Well, now that I am down to only one blade, I can at least concentrate on it. So I did and today I have polished it all the way to 7.000 grit. There is still cable damascus on the very tip, but I have decided against making the knife shorter again and I will go with it as it is. The cable damascus is hardened and in composition similar to the 1095, so it will still cut and hold an edge well.
Now it will sit in FeCl3 for a while.
Initially, I have used still relatively concentrated solution (~1/10 dillution of solution for printed circuit boards) to see where the 1095 is. Now I am using a very diluted solution (~1/100) for the final etch, because etching this works a bit differently than etching damascus made from two kinds of steel where one has high nickel content. Why is that?
As a former chemist, I know at least a bit about what is going on now so I can show off.
The way etching works on carbon steel like this is an electrochemical process. The impurities gather during the forging process at the boundaries between the various steel layers and those impurities make the steel in those areas more susceptible to chemical attack because they create a sort of microscopic electric cells that attract the ions from the solution to the area. That is why in the etch with the more concentrated solution the cable steel quickly turned all grey and the 1095 remained all silvery – the 1095 is a mono steel with very few impurities uniformly spread throughout, whereas the cable, whilst being similar to the 1095 in chemical composition, has most impurities concentrated at the boundaries between former cable strands and at the boundary with the 1095.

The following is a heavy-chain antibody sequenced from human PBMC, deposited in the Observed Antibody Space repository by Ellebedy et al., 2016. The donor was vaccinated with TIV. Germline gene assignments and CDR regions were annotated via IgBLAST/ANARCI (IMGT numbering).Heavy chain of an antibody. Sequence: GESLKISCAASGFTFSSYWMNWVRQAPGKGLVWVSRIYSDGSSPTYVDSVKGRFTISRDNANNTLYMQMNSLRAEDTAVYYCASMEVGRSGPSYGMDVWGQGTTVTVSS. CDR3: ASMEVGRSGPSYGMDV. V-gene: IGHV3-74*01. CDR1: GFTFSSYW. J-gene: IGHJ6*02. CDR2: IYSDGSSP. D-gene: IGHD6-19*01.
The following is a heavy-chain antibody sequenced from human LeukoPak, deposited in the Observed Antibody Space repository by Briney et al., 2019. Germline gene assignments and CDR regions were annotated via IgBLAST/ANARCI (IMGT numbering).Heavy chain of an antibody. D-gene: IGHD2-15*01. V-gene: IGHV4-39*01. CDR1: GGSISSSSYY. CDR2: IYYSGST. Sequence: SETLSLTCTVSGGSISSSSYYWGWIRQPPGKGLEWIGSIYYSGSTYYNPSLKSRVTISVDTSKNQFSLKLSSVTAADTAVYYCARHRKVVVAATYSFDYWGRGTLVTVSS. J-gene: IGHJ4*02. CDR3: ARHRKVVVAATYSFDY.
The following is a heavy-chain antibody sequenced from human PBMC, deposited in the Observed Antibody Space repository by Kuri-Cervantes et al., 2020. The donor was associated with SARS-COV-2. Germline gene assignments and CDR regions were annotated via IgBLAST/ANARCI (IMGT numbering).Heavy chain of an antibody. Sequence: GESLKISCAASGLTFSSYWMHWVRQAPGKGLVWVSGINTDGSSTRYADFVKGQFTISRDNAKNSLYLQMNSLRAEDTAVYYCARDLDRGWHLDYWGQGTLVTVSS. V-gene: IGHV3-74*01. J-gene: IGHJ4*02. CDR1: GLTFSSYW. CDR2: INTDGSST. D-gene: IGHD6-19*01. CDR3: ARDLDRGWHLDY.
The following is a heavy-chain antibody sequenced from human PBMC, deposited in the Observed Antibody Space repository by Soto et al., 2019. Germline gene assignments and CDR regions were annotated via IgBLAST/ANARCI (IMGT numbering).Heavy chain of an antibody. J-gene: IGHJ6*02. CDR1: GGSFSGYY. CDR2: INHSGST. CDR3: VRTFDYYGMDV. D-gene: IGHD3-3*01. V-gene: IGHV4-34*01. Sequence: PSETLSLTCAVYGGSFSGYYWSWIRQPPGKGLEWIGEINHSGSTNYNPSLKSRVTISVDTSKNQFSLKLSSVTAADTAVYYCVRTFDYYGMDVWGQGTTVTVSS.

In a concentrated solution, the reaction happens too quickly and can lead to pitting in areas with inclusions or more impurities. And a layer of various oxides builds up, leading to blotchy, uneven etch. That is ideal for revealing where the mono steel in the sandwich is, but not so great for showing the grain boundaries.
A diluted solution gives the reaction more time to attack the steel more evenly, but it of course also takes a lot longer. I probably won’t risk letting it sit in there overnight, but it will take hours. Allegedly the smiths of times bygone have used fruit (citrus, apple) juices, and it took a very long time, but I do not have several pieces to make a scientific study of it. Although, I might just cut the failed pairing knife into several pieces and perform an experiment….. Hm. I will think about it, that would be one way to get some knowledge and some fun out of a failure.